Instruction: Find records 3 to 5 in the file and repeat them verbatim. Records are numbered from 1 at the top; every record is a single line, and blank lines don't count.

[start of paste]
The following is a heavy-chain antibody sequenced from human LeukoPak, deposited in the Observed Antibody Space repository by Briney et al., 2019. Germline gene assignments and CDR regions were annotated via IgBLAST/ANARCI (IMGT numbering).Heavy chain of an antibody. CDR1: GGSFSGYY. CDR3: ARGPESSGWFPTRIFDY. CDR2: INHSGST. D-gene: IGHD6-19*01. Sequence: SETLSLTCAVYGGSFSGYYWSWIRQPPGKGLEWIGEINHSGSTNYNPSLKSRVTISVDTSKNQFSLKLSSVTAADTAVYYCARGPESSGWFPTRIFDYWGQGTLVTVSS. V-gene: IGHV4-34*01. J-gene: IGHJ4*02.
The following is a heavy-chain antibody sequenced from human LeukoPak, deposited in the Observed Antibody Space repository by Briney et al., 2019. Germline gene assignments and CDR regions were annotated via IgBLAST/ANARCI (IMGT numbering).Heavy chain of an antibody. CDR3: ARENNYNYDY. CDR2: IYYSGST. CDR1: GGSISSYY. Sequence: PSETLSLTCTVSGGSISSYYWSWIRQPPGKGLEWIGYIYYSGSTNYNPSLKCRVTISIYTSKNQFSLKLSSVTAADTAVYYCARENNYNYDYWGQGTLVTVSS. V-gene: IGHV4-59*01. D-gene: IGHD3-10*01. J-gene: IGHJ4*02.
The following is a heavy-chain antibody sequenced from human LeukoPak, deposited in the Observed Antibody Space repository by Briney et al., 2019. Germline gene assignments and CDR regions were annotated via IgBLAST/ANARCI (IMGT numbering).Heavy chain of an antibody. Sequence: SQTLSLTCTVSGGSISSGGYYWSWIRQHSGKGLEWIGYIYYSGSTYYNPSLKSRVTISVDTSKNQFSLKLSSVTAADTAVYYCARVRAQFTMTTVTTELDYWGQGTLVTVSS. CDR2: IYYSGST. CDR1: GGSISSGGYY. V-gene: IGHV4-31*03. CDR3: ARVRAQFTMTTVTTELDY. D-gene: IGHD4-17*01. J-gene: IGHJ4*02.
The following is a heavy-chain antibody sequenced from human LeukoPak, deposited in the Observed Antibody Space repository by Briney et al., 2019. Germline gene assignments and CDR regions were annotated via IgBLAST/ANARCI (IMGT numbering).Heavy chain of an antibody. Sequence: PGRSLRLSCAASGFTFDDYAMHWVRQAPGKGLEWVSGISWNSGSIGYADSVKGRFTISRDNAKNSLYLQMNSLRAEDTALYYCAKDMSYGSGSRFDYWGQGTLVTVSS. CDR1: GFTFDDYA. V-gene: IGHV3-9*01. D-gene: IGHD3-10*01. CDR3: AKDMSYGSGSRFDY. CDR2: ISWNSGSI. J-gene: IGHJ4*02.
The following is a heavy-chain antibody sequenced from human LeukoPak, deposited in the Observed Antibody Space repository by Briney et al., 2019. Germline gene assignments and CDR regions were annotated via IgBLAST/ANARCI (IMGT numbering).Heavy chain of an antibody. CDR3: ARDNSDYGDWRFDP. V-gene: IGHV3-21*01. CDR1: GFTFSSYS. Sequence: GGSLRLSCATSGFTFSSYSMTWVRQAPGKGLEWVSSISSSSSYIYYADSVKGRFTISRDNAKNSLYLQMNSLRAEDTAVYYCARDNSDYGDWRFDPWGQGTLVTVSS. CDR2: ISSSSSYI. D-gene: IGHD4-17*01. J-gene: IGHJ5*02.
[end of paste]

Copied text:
The following is a heavy-chain antibody sequenced from human LeukoPak, deposited in the Observed Antibody Space repository by Briney et al., 2019. Germline gene assignments and CDR regions were annotated via IgBLAST/ANARCI (IMGT numbering).Heavy chain of an antibody. Sequence: SQTLSLTCTVSGGSISSGGYYWSWIRQHSGKGLEWIGYIYYSGSTYYNPSLKSRVTISVDTSKNQFSLKLSSVTAADTAVYYCARVRAQFTMTTVTTELDYWGQGTLVTVSS. CDR2: IYYSGST. CDR1: GGSISSGGYY. V-gene: IGHV4-31*03. CDR3: ARVRAQFTMTTVTTELDY. D-gene: IGHD4-17*01. J-gene: IGHJ4*02.
The following is a heavy-chain antibody sequenced from human LeukoPak, deposited in the Observed Antibody Space repository by Briney et al., 2019. Germline gene assignments and CDR regions were annotated via IgBLAST/ANARCI (IMGT numbering).Heavy chain of an antibody. Sequence: PGRSLRLSCAASGFTFDDYAMHWVRQAPGKGLEWVSGISWNSGSIGYADSVKGRFTISRDNAKNSLYLQMNSLRAEDTALYYCAKDMSYGSGSRFDYWGQGTLVTVSS. CDR1: GFTFDDYA. V-gene: IGHV3-9*01. D-gene: IGHD3-10*01. CDR3: AKDMSYGSGSRFDY. CDR2: ISWNSGSI. J-gene: IGHJ4*02.
The following is a heavy-chain antibody sequenced from human LeukoPak, deposited in the Observed Antibody Space repository by Briney et al., 2019. Germline gene assignments and CDR regions were annotated via IgBLAST/ANARCI (IMGT numbering).Heavy chain of an antibody. CDR3: ARDNSDYGDWRFDP. V-gene: IGHV3-21*01. CDR1: GFTFSSYS. Sequence: GGSLRLSCATSGFTFSSYSMTWVRQAPGKGLEWVSSISSSSSYIYYADSVKGRFTISRDNAKNSLYLQMNSLRAEDTAVYYCARDNSDYGDWRFDPWGQGTLVTVSS. CDR2: ISSSSSYI. D-gene: IGHD4-17*01. J-gene: IGHJ5*02.